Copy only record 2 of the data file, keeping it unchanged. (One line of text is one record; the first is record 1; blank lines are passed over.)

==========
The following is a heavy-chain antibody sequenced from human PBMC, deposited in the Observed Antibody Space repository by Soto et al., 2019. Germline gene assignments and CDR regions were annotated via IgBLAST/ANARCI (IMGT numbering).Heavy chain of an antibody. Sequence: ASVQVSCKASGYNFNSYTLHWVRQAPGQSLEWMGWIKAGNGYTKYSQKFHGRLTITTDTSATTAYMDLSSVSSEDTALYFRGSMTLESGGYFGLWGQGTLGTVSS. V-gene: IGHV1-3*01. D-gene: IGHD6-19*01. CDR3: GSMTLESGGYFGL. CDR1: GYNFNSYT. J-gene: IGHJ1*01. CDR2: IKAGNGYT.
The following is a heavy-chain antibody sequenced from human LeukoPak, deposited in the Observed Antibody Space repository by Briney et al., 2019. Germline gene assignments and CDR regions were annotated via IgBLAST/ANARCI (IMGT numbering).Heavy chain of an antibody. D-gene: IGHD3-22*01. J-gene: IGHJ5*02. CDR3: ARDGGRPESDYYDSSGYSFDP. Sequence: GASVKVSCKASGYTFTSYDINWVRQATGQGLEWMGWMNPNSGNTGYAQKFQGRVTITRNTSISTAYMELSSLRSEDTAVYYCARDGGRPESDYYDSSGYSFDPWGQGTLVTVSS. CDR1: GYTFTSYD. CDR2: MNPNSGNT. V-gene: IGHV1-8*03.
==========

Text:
The following is a heavy-chain antibody sequenced from human LeukoPak, deposited in the Observed Antibody Space repository by Briney et al., 2019. Germline gene assignments and CDR regions were annotated via IgBLAST/ANARCI (IMGT numbering).Heavy chain of an antibody. D-gene: IGHD3-22*01. J-gene: IGHJ5*02. CDR3: ARDGGRPESDYYDSSGYSFDP. Sequence: GASVKVSCKASGYTFTSYDINWVRQATGQGLEWMGWMNPNSGNTGYAQKFQGRVTITRNTSISTAYMELSSLRSEDTAVYYCARDGGRPESDYYDSSGYSFDPWGQGTLVTVSS. CDR1: GYTFTSYD. CDR2: MNPNSGNT. V-gene: IGHV1-8*03.